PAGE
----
Sunday, August 13, 2006

Transcendental Empathy

Marianne Sawicki, commenting on Edith Stein's phenomenology, says that Stein "demonstrates that empathy is not a constituted sense, one among others; rather, empathy is the prior condition of the possibility of any constitution at all." (ht Brandon.) More later.


Later: The empathic subject, thinker, ego. I can observe myself thinking, as it were, take note of habits of thought, influences, moods. Not everything that goes into a thinking event belongs to me--Is it the spontaneous that represenets the truest expression of ipseity? And yet habits of thought. reflections of the way I live from day to day, and over many years, are these not also true to who I am? It seems that I will be responsible for as much as I can comprehend and then some. But my existence is so thoroughly compromised. Were I starting from scratch, would I really chose to be a primate? A yak? A lion, or a lion for real? I have no expectation of justice. If I could content myself with poetry, I would have that at least.


If empathic thinking is allowed to take the place of the transcendental ego in phenomenological description, is there still a need for an ego? What is the entity that is able to observe its own thinking? Is it empathy that enables it to identify (with) itself? Then the empathic subject may be the only subject needed. Yet couldn't the relationship be more inimical? On what ground can we assume the oneness of the reflexive consciousness? Maya.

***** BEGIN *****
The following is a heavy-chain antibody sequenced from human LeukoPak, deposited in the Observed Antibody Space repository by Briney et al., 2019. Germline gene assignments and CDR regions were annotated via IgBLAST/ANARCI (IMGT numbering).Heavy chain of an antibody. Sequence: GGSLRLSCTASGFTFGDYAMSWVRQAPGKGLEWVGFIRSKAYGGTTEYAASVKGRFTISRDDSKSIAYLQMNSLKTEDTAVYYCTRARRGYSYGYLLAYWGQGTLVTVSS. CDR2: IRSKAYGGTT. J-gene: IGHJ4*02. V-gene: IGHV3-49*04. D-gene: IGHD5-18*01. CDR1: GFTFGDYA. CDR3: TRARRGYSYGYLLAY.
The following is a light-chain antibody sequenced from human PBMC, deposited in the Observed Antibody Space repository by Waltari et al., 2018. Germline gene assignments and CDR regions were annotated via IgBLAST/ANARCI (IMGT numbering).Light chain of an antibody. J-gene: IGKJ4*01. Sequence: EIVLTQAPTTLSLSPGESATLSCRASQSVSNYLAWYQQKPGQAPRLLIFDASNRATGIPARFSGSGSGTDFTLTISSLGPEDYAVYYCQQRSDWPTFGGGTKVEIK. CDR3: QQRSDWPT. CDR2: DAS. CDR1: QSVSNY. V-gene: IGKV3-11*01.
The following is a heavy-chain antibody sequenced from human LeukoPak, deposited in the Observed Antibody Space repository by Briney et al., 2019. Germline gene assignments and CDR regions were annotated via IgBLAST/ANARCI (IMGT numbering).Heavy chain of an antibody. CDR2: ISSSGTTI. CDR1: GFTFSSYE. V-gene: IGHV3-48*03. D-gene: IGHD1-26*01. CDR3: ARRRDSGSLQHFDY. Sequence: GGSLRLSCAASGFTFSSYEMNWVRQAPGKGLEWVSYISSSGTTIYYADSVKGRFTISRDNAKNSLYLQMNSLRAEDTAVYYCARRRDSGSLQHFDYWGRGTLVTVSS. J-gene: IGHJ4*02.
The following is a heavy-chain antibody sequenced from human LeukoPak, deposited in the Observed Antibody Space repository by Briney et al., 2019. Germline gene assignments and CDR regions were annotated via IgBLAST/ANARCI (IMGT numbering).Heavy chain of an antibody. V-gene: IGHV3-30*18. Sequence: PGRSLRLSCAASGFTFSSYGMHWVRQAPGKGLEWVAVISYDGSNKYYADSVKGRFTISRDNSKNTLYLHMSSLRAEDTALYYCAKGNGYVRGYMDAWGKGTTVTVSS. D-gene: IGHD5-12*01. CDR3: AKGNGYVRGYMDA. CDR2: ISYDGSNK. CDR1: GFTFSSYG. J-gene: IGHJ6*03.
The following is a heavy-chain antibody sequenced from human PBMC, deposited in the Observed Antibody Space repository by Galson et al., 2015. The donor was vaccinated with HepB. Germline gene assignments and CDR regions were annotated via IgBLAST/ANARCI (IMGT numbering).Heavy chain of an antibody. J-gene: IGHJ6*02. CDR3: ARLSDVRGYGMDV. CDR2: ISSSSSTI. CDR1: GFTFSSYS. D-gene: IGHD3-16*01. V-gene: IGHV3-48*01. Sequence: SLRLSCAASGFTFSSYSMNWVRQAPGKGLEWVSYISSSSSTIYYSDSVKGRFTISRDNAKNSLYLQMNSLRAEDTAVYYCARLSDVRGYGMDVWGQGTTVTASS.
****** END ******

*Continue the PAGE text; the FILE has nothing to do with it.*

Just saw Deepa Mehta's Water. Squeezing my wife's hand. Did we cry at the same moments? For the same reasons? It wouldn't be my place to suggest an answer.

posted by Fido the Yak at 5:28 PM.

2 Comments:

Anonymous John said...

Hi, Im from Melbourne Australia.

Please check out these related references.

1. www.dabase.net/dht7.htm
2. www.dabase.net/spacetim.htm
3. www.realgod.org
4. www.adidaart.com

August 20, 2006 1:17 AM  
Blogger Fido the Yak said...

Hi, John. My greetings to Melbourne.

Your links are certainly related to Stein's idea of emphathy, though I don't speak of God much, or of the divine. The way Adi Da Samraj describes the divine strikes me as being true to the essence of the divine. However, I am not one to believe that Samraj himself is any more or less divine than you or I or any other being.

Thanks for stopping by.

FtY

August 20, 2006 9:59 AM  

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